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I'm translating the following passage, which is said by a black woman living in America:

But the doctor was right: I was depressed. Like most people in my community, I had the misconception that depression was a sign of weakness, a character flaw. But I wasn't weak; I was a high achiever. I was too ashamed. I didn't think I had the right to be depressed. I had a privileged life with a loving family and a successful career. And when I thought about the unspeakable horrors that my ancestors had been through in this country so that I could have it better, my shame grew even deeper. I was standing on their shoulders. How could I let them down? I would hold my head up, put a smile on my face and never tell a soul.

I need to know what the sentence I was standing on their shoulders mean? Does it mean I had to continue the way they had started? Does it mean I had much better conditions than theirs?

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It is an idiomatic expression:

stand on someone's shoulders :

benefit from the previous experience of (a predecessor in your field).

In the passage it refer to the fact that she was in a better position compared to those who came before her and had fought for civil rights.

  • At first I thought of this meaning: My ancestors had started the way of being strong and fighting against difficulties. For me, being strong and successful was the continuation of the way they'd started. Do you think this s a correct conception? – Hedayat Mahdipour Jan 15 at 12:34
  • I think the implied meaning is that she can afford a better life because of what her predecessors had gone through, as she says “so that I could have it better – user067531 Jan 15 at 12:38
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Understand the literal meaning: If you and a buddy need to climb a tall wall, one of you might stand on the ground and "boost up" the other one so he can stand on your shoulders and reach the top of the wall. Once he is atop the wall he can reach down and help you up, if it's necessary for both of you to climb over.

"Standing on the shoulders" in a figurative/historical sense just implies that other people have "boosted you up", allowing you to achieve (figurative) heights (say, of scientific knowledge) you would not have otherwise achieved. (Suggested but not demanded is a motivation to then somehow help those who helped you, or help others as you were helped.)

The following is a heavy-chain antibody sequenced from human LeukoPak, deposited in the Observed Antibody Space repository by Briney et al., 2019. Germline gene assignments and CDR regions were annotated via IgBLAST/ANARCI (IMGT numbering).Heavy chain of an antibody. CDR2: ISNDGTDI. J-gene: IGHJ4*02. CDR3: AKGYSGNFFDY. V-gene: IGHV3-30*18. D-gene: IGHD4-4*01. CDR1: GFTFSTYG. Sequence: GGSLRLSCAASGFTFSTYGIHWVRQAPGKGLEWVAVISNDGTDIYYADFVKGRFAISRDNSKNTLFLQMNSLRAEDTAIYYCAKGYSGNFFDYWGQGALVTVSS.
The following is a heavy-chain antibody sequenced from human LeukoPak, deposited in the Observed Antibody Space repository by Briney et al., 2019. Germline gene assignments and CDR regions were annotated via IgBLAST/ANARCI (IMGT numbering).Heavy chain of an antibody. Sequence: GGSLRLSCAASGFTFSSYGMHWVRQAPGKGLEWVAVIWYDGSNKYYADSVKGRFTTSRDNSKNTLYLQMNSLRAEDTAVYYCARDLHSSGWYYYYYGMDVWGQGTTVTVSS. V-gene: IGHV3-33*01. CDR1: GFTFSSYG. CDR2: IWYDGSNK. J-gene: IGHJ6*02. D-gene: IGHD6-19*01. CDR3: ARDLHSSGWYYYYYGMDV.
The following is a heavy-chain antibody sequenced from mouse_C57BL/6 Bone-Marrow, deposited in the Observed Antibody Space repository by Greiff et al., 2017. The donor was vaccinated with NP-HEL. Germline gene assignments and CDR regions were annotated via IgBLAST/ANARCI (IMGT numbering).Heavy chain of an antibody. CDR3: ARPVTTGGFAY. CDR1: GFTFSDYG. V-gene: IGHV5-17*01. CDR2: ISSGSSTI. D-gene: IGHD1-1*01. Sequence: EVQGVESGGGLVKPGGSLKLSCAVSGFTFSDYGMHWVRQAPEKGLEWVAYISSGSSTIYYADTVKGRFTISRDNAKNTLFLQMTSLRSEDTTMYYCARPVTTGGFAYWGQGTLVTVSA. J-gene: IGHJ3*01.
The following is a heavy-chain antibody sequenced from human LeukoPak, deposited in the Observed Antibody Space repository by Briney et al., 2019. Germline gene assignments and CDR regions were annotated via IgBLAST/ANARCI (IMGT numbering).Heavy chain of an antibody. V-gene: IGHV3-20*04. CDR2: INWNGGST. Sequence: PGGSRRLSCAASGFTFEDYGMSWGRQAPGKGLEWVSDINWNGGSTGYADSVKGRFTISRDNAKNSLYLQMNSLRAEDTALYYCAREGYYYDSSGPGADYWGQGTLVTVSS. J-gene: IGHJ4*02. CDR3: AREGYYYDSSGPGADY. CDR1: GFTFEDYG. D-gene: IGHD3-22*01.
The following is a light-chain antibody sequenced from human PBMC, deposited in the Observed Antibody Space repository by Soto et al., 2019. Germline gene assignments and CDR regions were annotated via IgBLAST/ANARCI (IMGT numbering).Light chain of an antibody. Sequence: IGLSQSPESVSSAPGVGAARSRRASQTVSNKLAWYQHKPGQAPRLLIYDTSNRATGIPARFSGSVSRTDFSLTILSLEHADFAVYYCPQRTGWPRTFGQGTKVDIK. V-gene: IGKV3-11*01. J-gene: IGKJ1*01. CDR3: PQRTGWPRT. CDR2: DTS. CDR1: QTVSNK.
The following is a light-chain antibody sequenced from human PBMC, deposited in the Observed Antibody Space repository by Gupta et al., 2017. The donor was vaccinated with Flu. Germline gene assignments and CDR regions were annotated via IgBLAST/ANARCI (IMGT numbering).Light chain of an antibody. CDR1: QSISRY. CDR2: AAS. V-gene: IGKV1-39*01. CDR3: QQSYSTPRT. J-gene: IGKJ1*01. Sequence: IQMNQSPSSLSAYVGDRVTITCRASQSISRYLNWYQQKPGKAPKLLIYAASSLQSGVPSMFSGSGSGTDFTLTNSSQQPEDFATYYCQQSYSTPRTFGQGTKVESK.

It should be noted that there is an ironic/sarcastic variant to the expression: standing on the toes of those who came before. This is where someone achieves slightly higher accomplishments by holding down others and causing them pain.

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Reread the passage and note the writer speaks of standing on ANOTHER’S shoulders. As with most axioms or folk sayings, you can visualize that. A child literally is boosted by climbing atop its parents shoulders and reaching far higher than they ever could. The underlying meaning of the passage was that this descendent of slaves rose above their suffering and due to their sacrifice experienced benefits they never attained.

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Standing on one's shoulders means To make discoveries, insights, or progress due to the discoveries or previous work of those who have come before.

  • Welcome to EL&U! Please provide sources, such as a dictionary, in your answer to improve its quality. – A Lambent Eye Jan 15 at 14:07
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Note that the writer is explaining how embrassed he or she was to be diagnosed with a mental health problem, depression, when thinking of all the benefits he or she had in life, especially in contrast to the great physical suffering of their enslaved ancestors. The writer tries to hide and deny his or her own problems.

  • This is not an answer, just a comment or elaboration of your other answer. Please edit your other post to include this aside, then delete this non-answer. – tchrist Jan 15 at 15:38

protected by tchrist Jan 15 at 15:39

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